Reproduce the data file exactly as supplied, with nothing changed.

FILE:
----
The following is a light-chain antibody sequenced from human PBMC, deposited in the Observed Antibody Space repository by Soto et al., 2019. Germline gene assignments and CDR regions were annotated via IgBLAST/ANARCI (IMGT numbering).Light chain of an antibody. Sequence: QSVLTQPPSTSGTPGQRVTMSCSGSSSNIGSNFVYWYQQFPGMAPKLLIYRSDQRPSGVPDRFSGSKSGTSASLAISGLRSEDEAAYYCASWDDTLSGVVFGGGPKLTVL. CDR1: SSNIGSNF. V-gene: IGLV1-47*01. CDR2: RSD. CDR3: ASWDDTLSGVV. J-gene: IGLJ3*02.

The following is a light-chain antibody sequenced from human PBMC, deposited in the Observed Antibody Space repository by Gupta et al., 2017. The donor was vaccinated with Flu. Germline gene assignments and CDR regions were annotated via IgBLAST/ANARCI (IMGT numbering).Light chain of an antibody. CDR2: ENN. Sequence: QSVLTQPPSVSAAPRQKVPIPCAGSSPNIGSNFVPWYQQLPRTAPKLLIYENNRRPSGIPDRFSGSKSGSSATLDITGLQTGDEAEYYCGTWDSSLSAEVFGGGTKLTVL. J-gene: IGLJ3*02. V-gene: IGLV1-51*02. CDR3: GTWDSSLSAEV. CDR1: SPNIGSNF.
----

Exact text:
The following is a light-chain antibody sequenced from human PBMC, deposited in the Observed Antibody Space repository by Soto et al., 2019. Germline gene assignments and CDR regions were annotated via IgBLAST/ANARCI (IMGT numbering).Light chain of an antibody. Sequence: QSVLTQPPSTSGTPGQRVTMSCSGSSSNIGSNFVYWYQQFPGMAPKLLIYRSDQRPSGVPDRFSGSKSGTSASLAISGLRSEDEAAYYCASWDDTLSGVVFGGGPKLTVL. CDR1: SSNIGSNF. V-gene: IGLV1-47*01. CDR2: RSD. CDR3: ASWDDTLSGVV. J-gene: IGLJ3*02.

The following is a light-chain antibody sequenced from human PBMC, deposited in the Observed Antibody Space repository by Gupta et al., 2017. The donor was vaccinated with Flu. Germline gene assignments and CDR regions were annotated via IgBLAST/ANARCI (IMGT numbering).Light chain of an antibody. CDR2: ENN. Sequence: QSVLTQPPSVSAAPRQKVPIPCAGSSPNIGSNFVPWYQQLPRTAPKLLIYENNRRPSGIPDRFSGSKSGSSATLDITGLQTGDEAEYYCGTWDSSLSAEVFGGGTKLTVL. J-gene: IGLJ3*02. V-gene: IGLV1-51*02. CDR3: GTWDSSLSAEV. CDR1: SPNIGSNF.